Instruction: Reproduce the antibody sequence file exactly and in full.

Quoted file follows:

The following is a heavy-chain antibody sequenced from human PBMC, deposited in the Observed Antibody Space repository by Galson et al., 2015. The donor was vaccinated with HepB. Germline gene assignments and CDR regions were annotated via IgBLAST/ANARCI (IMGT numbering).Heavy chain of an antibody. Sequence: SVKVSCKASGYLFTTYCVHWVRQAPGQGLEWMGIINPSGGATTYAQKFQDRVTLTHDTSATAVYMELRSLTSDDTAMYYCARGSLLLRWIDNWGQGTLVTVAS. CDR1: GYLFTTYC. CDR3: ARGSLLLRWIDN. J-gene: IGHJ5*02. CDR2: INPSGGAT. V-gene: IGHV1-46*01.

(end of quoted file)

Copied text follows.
The following is a heavy-chain antibody sequenced from human PBMC, deposited in the Observed Antibody Space repository by Galson et al., 2015. The donor was vaccinated with HepB. Germline gene assignments and CDR regions were annotated via IgBLAST/ANARCI (IMGT numbering).Heavy chain of an antibody. Sequence: SVKVSCKASGYLFTTYCVHWVRQAPGQGLEWMGIINPSGGATTYAQKFQDRVTLTHDTSATAVYMELRSLTSDDTAMYYCARGSLLLRWIDNWGQGTLVTVAS. CDR1: GYLFTTYC. CDR3: ARGSLLLRWIDN. J-gene: IGHJ5*02. CDR2: INPSGGAT. V-gene: IGHV1-46*01.